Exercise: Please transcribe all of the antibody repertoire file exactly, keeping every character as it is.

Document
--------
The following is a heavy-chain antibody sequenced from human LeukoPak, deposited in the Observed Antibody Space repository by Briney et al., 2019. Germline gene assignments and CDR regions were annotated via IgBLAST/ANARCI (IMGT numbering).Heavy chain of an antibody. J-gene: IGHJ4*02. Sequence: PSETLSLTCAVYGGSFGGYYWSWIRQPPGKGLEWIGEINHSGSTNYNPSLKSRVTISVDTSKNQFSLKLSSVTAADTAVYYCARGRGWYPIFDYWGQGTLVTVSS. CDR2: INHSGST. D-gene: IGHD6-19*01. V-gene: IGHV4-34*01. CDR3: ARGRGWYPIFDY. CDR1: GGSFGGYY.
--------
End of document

The following is a heavy-chain antibody sequenced from human LeukoPak, deposited in the Observed Antibody Space repository by Briney et al., 2019. Germline gene assignments and CDR regions were annotated via IgBLAST/ANARCI (IMGT numbering).Heavy chain of an antibody. J-gene: IGHJ4*02. Sequence: PSETLSLTCAVYGGSFGGYYWSWIRQPPGKGLEWIGEINHSGSTNYNPSLKSRVTISVDTSKNQFSLKLSSVTAADTAVYYCARGRGWYPIFDYWGQGTLVTVSS. CDR2: INHSGST. D-gene: IGHD6-19*01. V-gene: IGHV4-34*01. CDR3: ARGRGWYPIFDY. CDR1: GGSFGGYY.